File Uploading and Streaming with BinaryJS

A while back, if you wanted to stream binary data via JavaScript - such as audio/video content, you'd be sore out of luck :(

You'd have to rely on either Flash, Java applets or 3rd party plugins that provided similar functionality. Uggh.

Over the past few years, advancements in JavaScript on both fronts: server-side and client-side, now allow you to do so without having to resort to otherwise tedious workarounds.

In this post, I'll show you how to upload and stream video files - yup, you heard that right :)

How exactly do you ask? By using an awesome Node module called BinaryJS, and some good ol' client-side Javascripting!

What We'll Need

Before we can get started writing code to stream binary data, we need to install some modules. We'll only need two: express and binaryjs.

Express

The defacto Node.js web framework! My framework of choice, and that of many fellow Node developers out there. It's fast, easy-to-use and well-documented.

To familiarize yourself with the express API, if you haven't already done so, check out the official ExpressJS API documentation

If express is not your cup of tea, you're most welcome to opt it out for something you're more comfortable with.

BinaryJS

The heart of our video streaming web app! This module uses WebSockets and the BinaryPack serialization scheme to stream binary content back-and-forth between the server and the client.

Want to find out more? Here's the official BinaryJS Website, and here's the API documentation for good measure.

The Workflow

First off, I'll outline the workflow for both the server and client portions of the video server we're building.

Server-side

  1. Create an instance of the BinaryJS server
  2. Register custom events and handlers for:
  • uploading videos
  • requesting for a video
  • listing available videos

Client-side

  1. Create an instance of the BinaryJS client
  2. Upon connecting to the BinaryJS server, retrieve a list of available videos and present it
  3. Clicking a link in the video list should load the affected video
  4. Add a means to upload video files:
  • use Drag n Drop for a better UX experience
  • refresh the list of available videos

Installation

First off, install the modules in your project directory via npm. I've added the version numbers that were installed for me:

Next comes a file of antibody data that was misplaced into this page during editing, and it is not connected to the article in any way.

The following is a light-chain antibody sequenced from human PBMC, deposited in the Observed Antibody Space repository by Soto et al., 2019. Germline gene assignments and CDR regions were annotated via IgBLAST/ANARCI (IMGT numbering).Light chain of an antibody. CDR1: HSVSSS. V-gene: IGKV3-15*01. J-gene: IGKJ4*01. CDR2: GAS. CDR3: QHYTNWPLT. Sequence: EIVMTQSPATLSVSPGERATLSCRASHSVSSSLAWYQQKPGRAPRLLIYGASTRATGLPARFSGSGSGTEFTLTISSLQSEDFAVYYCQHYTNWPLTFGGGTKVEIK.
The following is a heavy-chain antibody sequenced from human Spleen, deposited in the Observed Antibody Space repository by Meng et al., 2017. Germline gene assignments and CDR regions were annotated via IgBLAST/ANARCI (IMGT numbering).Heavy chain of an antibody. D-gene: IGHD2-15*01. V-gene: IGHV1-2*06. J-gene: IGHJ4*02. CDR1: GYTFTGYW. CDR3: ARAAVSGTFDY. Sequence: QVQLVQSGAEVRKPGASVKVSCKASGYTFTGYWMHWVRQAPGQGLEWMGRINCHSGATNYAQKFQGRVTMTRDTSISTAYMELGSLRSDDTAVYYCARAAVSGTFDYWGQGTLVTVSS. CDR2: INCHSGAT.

• Express v3.4.6
  • BinaryJS v0.2.1
  1. $ npm install express
  2. $ npm install binaryjs

Next up, bootstrap your web app using express:

  1. $ node_modules/express/bin/express .

Or if you have express installed globally:

  1. $ express .

Remove the directories we don't need:

  1. $ rm -rf routes/ views/

Replace the generated copy of package.json with this:

  1. {
  2. "name": "binaryjs-upload-stream",
  3. "version": "0.1.0",
  4. "private": true,
  5. "scripts": {
  6. "start": "node app.js"
  7. },
  8. "dependencies": {
  9. "express": "3.4.6",
  10. "binaryjs": "0.2.1"
  11. }
  12. }

Also, don't forget to clear out irrelevant code in app.js:

  1. // remove these lines
  2. app.set('views', path.join(__dirname, 'views'));
  3. app.set('view engine', 'jade');
  4.  
  5. // we won't need routing too
  6. app.get('/', routes.index);
  7. app.get('/users', user.list);

For the finishing touch, I renamed some directories in public/. This is a matter of preference and therefore entirely optional.

  1. $ cd public/
  2. $ ls
  3.  
  4. images javascript stylesheets
  5.  
  6. $ mv javascript/ js/
  7. $ mv stylesheets/ css/

Coding The Backend

app.js

Open up app.js and start coding! You'll need to create an instance of BinaryServer, which the binaryjs module provides.

Also, add a reference to the video library for later.

  1. // add these two lines near the variable declarations at the top
  2. BinaryServer = require('binaryjs').BinaryServer;
  3. video = require('./lib/video');

I set my instance to run on port 9000. If you don't specify a custom port, it'll piggyback on whatever port you've set on express after which you'll need to set a custom endpoint.

  1. // add this after the call to server.listen()
  2. bs = new BinaryServer({ port: 9000 });

Now we set the connection handler for the binaryjs server. It provides a client object which is of type binaryjs.BinaryClient

The client's stream event returns both a stream object as well as a meta object, configurable from the client-side.

Add handlers for the following meta events:

  • list
  • request
  • upload
  1. bs.on('connection', function (client) {
  2. client.on('stream', function (stream, meta) {
  3. switch(meta.event) {
  4. // list available videos
  5. case 'list':
  6. video.list(stream, meta);
  7. break;
  8.  
  9. // request for a video
  10. case 'request':
  11. video.request(client, meta);
  12. break;
  13.  
  14. // attempt an upload
  15. case 'upload':
  16. default: